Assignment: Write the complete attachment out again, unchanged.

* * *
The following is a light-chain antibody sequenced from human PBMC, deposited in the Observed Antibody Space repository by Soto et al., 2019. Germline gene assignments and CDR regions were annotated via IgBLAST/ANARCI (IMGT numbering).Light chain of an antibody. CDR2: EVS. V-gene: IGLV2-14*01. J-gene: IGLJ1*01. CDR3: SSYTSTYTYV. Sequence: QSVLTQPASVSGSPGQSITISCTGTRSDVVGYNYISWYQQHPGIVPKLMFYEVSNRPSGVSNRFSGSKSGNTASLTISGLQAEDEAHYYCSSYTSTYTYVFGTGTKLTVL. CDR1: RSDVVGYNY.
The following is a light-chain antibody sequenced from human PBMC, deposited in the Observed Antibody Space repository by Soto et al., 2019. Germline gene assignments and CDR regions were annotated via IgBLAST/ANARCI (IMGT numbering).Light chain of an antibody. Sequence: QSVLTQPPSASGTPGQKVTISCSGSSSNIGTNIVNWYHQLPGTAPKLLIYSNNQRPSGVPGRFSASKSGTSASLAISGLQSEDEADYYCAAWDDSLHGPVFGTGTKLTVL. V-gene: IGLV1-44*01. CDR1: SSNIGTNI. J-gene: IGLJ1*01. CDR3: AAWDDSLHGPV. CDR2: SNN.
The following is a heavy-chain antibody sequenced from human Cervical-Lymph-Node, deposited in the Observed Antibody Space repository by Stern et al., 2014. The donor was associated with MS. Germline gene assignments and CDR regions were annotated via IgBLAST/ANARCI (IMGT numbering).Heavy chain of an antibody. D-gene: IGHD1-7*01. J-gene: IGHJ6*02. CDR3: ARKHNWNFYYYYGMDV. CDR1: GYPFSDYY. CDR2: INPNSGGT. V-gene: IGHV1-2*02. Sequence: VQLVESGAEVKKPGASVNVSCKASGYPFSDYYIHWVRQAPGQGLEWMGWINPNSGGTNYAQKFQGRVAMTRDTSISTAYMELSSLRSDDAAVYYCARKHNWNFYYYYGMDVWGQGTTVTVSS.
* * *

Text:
The following is a light-chain antibody sequenced from human PBMC, deposited in the Observed Antibody Space repository by Soto et al., 2019. Germline gene assignments and CDR regions were annotated via IgBLAST/ANARCI (IMGT numbering).Light chain of an antibody. CDR2: EVS. V-gene: IGLV2-14*01. J-gene: IGLJ1*01. CDR3: SSYTSTYTYV. Sequence: QSVLTQPASVSGSPGQSITISCTGTRSDVVGYNYISWYQQHPGIVPKLMFYEVSNRPSGVSNRFSGSKSGNTASLTISGLQAEDEAHYYCSSYTSTYTYVFGTGTKLTVL. CDR1: RSDVVGYNY.
The following is a light-chain antibody sequenced from human PBMC, deposited in the Observed Antibody Space repository by Soto et al., 2019. Germline gene assignments and CDR regions were annotated via IgBLAST/ANARCI (IMGT numbering).Light chain of an antibody. Sequence: QSVLTQPPSASGTPGQKVTISCSGSSSNIGTNIVNWYHQLPGTAPKLLIYSNNQRPSGVPGRFSASKSGTSASLAISGLQSEDEADYYCAAWDDSLHGPVFGTGTKLTVL. V-gene: IGLV1-44*01. CDR1: SSNIGTNI. J-gene: IGLJ1*01. CDR3: AAWDDSLHGPV. CDR2: SNN.
The following is a heavy-chain antibody sequenced from human Cervical-Lymph-Node, deposited in the Observed Antibody Space repository by Stern et al., 2014. The donor was associated with MS. Germline gene assignments and CDR regions were annotated via IgBLAST/ANARCI (IMGT numbering).Heavy chain of an antibody. D-gene: IGHD1-7*01. J-gene: IGHJ6*02. CDR3: ARKHNWNFYYYYGMDV. CDR1: GYPFSDYY. CDR2: INPNSGGT. V-gene: IGHV1-2*02. Sequence: VQLVESGAEVKKPGASVNVSCKASGYPFSDYYIHWVRQAPGQGLEWMGWINPNSGGTNYAQKFQGRVAMTRDTSISTAYMELSSLRSDDAAVYYCARKHNWNFYYYYGMDVWGQGTTVTVSS.